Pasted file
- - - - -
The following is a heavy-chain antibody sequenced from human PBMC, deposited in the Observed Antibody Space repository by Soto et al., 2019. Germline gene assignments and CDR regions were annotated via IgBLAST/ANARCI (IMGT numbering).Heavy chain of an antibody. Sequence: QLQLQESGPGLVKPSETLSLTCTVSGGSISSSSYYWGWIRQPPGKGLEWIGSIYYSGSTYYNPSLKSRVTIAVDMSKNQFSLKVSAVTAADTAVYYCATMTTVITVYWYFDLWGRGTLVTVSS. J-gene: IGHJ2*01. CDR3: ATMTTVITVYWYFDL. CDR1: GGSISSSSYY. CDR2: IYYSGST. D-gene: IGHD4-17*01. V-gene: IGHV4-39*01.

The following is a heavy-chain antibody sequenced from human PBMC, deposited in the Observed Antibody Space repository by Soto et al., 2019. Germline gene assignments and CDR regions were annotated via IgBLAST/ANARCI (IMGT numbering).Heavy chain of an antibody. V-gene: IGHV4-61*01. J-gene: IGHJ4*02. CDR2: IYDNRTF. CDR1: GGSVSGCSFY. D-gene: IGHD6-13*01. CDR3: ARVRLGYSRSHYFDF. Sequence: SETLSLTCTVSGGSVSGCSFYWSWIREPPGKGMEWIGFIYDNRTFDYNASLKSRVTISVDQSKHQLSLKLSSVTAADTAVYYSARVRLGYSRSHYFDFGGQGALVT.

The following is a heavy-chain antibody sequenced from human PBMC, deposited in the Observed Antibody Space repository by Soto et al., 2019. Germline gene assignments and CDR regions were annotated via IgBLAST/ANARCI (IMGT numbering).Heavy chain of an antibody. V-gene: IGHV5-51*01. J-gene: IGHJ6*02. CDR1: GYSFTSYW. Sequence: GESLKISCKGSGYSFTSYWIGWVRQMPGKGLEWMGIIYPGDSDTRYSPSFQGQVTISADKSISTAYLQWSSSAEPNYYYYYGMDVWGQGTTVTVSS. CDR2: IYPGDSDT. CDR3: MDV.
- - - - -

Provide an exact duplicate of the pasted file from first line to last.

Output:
The following is a heavy-chain antibody sequenced from human PBMC, deposited in the Observed Antibody Space repository by Soto et al., 2019. Germline gene assignments and CDR regions were annotated via IgBLAST/ANARCI (IMGT numbering).Heavy chain of an antibody. Sequence: QLQLQESGPGLVKPSETLSLTCTVSGGSISSSSYYWGWIRQPPGKGLEWIGSIYYSGSTYYNPSLKSRVTIAVDMSKNQFSLKVSAVTAADTAVYYCATMTTVITVYWYFDLWGRGTLVTVSS. J-gene: IGHJ2*01. CDR3: ATMTTVITVYWYFDL. CDR1: GGSISSSSYY. CDR2: IYYSGST. D-gene: IGHD4-17*01. V-gene: IGHV4-39*01.

The following is a heavy-chain antibody sequenced from human PBMC, deposited in the Observed Antibody Space repository by Soto et al., 2019. Germline gene assignments and CDR regions were annotated via IgBLAST/ANARCI (IMGT numbering).Heavy chain of an antibody. V-gene: IGHV4-61*01. J-gene: IGHJ4*02. CDR2: IYDNRTF. CDR1: GGSVSGCSFY. D-gene: IGHD6-13*01. CDR3: ARVRLGYSRSHYFDF. Sequence: SETLSLTCTVSGGSVSGCSFYWSWIREPPGKGMEWIGFIYDNRTFDYNASLKSRVTISVDQSKHQLSLKLSSVTAADTAVYYSARVRLGYSRSHYFDFGGQGALVT.

The following is a heavy-chain antibody sequenced from human PBMC, deposited in the Observed Antibody Space repository by Soto et al., 2019. Germline gene assignments and CDR regions were annotated via IgBLAST/ANARCI (IMGT numbering).Heavy chain of an antibody. V-gene: IGHV5-51*01. J-gene: IGHJ6*02. CDR1: GYSFTSYW. Sequence: GESLKISCKGSGYSFTSYWIGWVRQMPGKGLEWMGIIYPGDSDTRYSPSFQGQVTISADKSISTAYLQWSSSAEPNYYYYYGMDVWGQGTTVTVSS. CDR2: IYPGDSDT. CDR3: MDV.